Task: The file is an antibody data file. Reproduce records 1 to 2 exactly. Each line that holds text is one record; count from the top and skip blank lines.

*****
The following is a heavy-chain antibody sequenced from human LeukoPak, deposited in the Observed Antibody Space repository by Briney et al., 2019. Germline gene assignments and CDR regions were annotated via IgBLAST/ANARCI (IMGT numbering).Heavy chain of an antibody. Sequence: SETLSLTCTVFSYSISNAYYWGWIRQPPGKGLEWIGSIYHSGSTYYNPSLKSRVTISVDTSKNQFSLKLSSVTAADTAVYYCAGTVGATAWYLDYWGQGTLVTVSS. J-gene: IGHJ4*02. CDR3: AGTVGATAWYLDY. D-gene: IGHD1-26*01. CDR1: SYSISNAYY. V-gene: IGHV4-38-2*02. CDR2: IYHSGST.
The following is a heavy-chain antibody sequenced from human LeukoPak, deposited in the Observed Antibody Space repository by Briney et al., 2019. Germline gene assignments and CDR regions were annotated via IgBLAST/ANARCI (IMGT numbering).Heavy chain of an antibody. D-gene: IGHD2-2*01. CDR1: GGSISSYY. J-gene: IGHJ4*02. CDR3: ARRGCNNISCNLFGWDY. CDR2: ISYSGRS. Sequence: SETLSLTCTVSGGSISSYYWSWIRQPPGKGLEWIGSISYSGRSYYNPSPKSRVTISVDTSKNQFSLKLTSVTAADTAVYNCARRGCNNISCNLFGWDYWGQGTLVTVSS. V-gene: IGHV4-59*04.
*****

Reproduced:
The following is a heavy-chain antibody sequenced from human LeukoPak, deposited in the Observed Antibody Space repository by Briney et al., 2019. Germline gene assignments and CDR regions were annotated via IgBLAST/ANARCI (IMGT numbering).Heavy chain of an antibody. Sequence: SETLSLTCTVFSYSISNAYYWGWIRQPPGKGLEWIGSIYHSGSTYYNPSLKSRVTISVDTSKNQFSLKLSSVTAADTAVYYCAGTVGATAWYLDYWGQGTLVTVSS. J-gene: IGHJ4*02. CDR3: AGTVGATAWYLDY. D-gene: IGHD1-26*01. CDR1: SYSISNAYY. V-gene: IGHV4-38-2*02. CDR2: IYHSGST.
The following is a heavy-chain antibody sequenced from human LeukoPak, deposited in the Observed Antibody Space repository by Briney et al., 2019. Germline gene assignments and CDR regions were annotated via IgBLAST/ANARCI (IMGT numbering).Heavy chain of an antibody. D-gene: IGHD2-2*01. CDR1: GGSISSYY. J-gene: IGHJ4*02. CDR3: ARRGCNNISCNLFGWDY. CDR2: ISYSGRS. Sequence: SETLSLTCTVSGGSISSYYWSWIRQPPGKGLEWIGSISYSGRSYYNPSPKSRVTISVDTSKNQFSLKLTSVTAADTAVYNCARRGCNNISCNLFGWDYWGQGTLVTVSS. V-gene: IGHV4-59*04.